Citizens committee not ready to rule out west Steamboat for police station
Steamboat Springs — The citizens committee that is helping the city of Steamboat Springs build a new police station met with high-ranking police officials Monday morning to discuss how the location of a new station could impact local law enforcement operations.
Monday’s questioning of Police Captain Jerry Stabile and Sergeant Jeff Wilson was aimed at helping the committee decide if west Steamboat, which is currently on the periphery of where most police calls originate, should be considered as a potential location for the station.
Although patrol officers spend an average of seven hours in their vehicles during a shift and rarely leave the station with sirens and lights on, Stabile suggested the station’s distance from downtown and Steamboat Ski Area could impact operations.
He told the committee that officers on the day shift usually return to the station about five to seven times per day. They need to file reports and meet with witnesses or victims of crimes, among other things.
If there is a serious emergency like an active shooter situation, Stabile said all of the police administration would likely be responding from the station, so the station’s proximity to the incident would impact the response time.
Committee members learned some other statistics that could factor into their decision on where the station should be built.
Stabile said the current downtown station does see a lot of visitors in a year, and the new station’s visibility and accessibility to community members could influence such things as whether someone decides to turn in a wallet or other found property.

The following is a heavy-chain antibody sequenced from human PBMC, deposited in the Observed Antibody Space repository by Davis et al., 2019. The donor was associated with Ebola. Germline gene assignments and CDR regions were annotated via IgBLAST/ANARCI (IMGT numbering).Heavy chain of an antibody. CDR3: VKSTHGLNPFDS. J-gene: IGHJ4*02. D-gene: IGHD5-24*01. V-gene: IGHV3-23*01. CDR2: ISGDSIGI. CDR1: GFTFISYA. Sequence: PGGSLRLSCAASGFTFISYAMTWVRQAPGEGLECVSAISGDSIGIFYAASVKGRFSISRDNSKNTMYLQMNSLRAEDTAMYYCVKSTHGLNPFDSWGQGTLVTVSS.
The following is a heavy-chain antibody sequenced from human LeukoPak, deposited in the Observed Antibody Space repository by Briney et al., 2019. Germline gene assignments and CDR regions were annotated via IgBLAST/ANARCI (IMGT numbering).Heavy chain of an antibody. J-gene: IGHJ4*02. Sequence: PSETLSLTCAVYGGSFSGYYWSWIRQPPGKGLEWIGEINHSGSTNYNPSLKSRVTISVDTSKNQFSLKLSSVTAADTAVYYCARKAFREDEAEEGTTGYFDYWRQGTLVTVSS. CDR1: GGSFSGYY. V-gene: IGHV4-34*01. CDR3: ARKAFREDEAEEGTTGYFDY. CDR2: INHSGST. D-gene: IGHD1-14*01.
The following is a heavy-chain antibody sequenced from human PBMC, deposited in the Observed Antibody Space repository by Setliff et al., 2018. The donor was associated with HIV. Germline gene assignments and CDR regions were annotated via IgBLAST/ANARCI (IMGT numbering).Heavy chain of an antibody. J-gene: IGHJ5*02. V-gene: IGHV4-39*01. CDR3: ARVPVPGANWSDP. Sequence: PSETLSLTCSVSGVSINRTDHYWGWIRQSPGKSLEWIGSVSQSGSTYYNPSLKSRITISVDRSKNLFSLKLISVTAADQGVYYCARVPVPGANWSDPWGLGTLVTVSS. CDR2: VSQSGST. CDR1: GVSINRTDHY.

“If (the station) is west of town (and harder to get to), they might leave the wallet or that pair of gloves and set it on a fencepost,” Stabile said.
Stabile said there were 983 documented walk-in visits to the station last year, with an additional 517 visits for fingerprinting.
The walk-in visits ranged from people on probation doing breath tests to people reporting found or lost property.
In addition, Stabile and Wilson said officers outside of the station are regularly asked by downtown visitors for directions and other things like dining recommendations.
The committee is in the early stages of trying to figure out where the best place for the station would be, and it hasn’t ruled out any part of the city yet.
Police Chief Joel Rae and city officials have in recent years told the Steamboat City Council the most ideal location to build a police station is between 13th Street and Pine Grove Road where 85 percent of police calls originate from.
However, members of the citizens committee want to learn more about the possibility of creating a public safety campus next to the Routt County Jail before ruling out a station in west Steamboat.
Some committee members also note there is growth potential on the west side of town, and they are building a station for at least the next 25 years.
“In my opinion, it makes a lot of sense to do a joint facility,” committee member Tom Leeson said.
But Leeson said he also understands the police department’s desire to have a centrally-located station that people can walk to and see.
He said there would have to be “an overwhelming argument” to support the joint facility and trump a centrally-located police station.
It should become more clear in the coming weeks whether a shared public safety facility could become a reality in west Steamboat.
The Steamboat Springs City Council will discuss the prospect of a joint public safety facility during its meeting with the Routt County Board of Commissioners Tuesday night.
In two weeks, the police station committee wants to meet with an official from the Craig Police Department to discuss how that department shares a facility with the Moffat County Sheriff’s Office, the Moffat County Jail and the Colorado State Patrol.
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